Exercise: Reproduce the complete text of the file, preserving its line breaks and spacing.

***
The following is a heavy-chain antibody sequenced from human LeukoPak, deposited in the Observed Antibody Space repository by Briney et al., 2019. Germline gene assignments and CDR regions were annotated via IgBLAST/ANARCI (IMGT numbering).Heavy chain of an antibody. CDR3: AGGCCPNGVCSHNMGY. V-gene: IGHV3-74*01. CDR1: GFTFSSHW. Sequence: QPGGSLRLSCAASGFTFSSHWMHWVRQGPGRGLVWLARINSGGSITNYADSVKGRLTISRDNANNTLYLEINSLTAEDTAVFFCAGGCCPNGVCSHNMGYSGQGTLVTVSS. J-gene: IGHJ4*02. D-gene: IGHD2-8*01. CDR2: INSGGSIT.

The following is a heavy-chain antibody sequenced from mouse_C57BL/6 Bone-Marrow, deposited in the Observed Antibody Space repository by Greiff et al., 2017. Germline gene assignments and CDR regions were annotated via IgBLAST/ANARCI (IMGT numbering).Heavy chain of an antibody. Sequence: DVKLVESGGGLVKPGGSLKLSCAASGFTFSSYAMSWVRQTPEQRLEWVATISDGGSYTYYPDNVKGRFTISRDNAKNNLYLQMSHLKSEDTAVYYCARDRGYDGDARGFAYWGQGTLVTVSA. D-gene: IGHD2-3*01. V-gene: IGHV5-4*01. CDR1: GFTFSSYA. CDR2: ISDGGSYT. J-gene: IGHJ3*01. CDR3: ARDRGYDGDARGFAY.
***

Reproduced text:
The following is a heavy-chain antibody sequenced from human LeukoPak, deposited in the Observed Antibody Space repository by Briney et al., 2019. Germline gene assignments and CDR regions were annotated via IgBLAST/ANARCI (IMGT numbering).Heavy chain of an antibody. CDR3: AGGCCPNGVCSHNMGY. V-gene: IGHV3-74*01. CDR1: GFTFSSHW. Sequence: QPGGSLRLSCAASGFTFSSHWMHWVRQGPGRGLVWLARINSGGSITNYADSVKGRLTISRDNANNTLYLEINSLTAEDTAVFFCAGGCCPNGVCSHNMGYSGQGTLVTVSS. J-gene: IGHJ4*02. D-gene: IGHD2-8*01. CDR2: INSGGSIT.

The following is a heavy-chain antibody sequenced from mouse_C57BL/6 Bone-Marrow, deposited in the Observed Antibody Space repository by Greiff et al., 2017. Germline gene assignments and CDR regions were annotated via IgBLAST/ANARCI (IMGT numbering).Heavy chain of an antibody. Sequence: DVKLVESGGGLVKPGGSLKLSCAASGFTFSSYAMSWVRQTPEQRLEWVATISDGGSYTYYPDNVKGRFTISRDNAKNNLYLQMSHLKSEDTAVYYCARDRGYDGDARGFAYWGQGTLVTVSA. D-gene: IGHD2-3*01. V-gene: IGHV5-4*01. CDR1: GFTFSSYA. CDR2: ISDGGSYT. J-gene: IGHJ3*01. CDR3: ARDRGYDGDARGFAY.